U.S. Study Shows AstraZeneca Vaccine Is Safe & Effective, But Doubts On Data Remain
AstraZeneca announced on Monday that a late-stage clinical trial of the Oxford/AstraZeneca coronavirus vaccine found the shot effectively prevented COVID-19 and reported no evidence of the thrombosis-related events that have concerned E.U. countries.
According to the U.S.-based Phase 3 study, the vaccine was able to prevent all severe disease and hospitalization and 79 percent of symptomatic cases of COVID-19. The vaccine was 80 percent effective among participants 65 years and older.
Data collected from the 32,449 participants showed “no safety concerns related to the vaccine,” said AstraZeneca.
But just hours after the results were announced, U.S. scientists said Astra/Zeneca may have not shared all of its data with regulators.
The trial’s independent data safety monitoring board specifically analyzed the thrombosis results and found no increased risk. There were no rare cerebral venous sinus thrombosis instances, which was a worry of Germany’s Paul-Ehrlich-Institut.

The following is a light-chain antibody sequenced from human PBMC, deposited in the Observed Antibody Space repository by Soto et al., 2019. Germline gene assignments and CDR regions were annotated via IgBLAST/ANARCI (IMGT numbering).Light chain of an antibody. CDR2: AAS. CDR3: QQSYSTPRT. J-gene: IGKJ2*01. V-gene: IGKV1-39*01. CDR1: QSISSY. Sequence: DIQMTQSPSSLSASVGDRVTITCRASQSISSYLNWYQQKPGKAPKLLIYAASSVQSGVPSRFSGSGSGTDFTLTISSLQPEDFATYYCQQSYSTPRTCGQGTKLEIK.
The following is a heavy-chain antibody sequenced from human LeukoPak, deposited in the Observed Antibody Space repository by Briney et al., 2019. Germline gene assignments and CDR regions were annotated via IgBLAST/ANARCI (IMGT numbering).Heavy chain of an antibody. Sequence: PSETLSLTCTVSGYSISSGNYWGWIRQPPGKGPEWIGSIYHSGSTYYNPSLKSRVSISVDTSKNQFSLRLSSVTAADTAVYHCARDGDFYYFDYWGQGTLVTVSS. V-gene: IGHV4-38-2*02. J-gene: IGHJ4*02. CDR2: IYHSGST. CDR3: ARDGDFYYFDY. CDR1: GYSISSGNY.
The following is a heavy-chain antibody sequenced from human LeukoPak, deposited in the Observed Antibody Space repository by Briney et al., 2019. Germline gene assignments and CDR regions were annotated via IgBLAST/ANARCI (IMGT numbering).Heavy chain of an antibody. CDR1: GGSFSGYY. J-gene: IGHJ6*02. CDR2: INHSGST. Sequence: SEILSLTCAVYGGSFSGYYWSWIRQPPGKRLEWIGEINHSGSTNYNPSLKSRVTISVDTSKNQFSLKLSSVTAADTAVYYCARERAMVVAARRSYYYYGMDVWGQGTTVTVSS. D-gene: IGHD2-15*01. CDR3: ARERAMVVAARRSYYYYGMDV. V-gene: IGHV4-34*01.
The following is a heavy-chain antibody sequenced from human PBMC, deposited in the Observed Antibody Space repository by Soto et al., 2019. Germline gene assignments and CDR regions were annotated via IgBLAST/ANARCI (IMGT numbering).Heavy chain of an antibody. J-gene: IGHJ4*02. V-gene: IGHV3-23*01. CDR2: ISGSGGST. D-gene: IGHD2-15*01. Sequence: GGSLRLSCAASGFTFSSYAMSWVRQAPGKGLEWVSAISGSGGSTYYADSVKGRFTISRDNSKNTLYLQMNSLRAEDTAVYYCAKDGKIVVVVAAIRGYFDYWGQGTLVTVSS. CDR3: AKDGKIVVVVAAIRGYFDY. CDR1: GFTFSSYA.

The drug regulator gave the Oxford/AstraZeneca vaccine the all-clear last week after its safety committee PRAC concluded the vaccine is “not associated with an increase in the overall risk of thromboembolic events or blood clots.”
After these results, most countries that had stopped distributing the vaccine resumed administration. However, Denmark reported one death and one hospitalization after the shot over the weekend, so their operations remain suspended.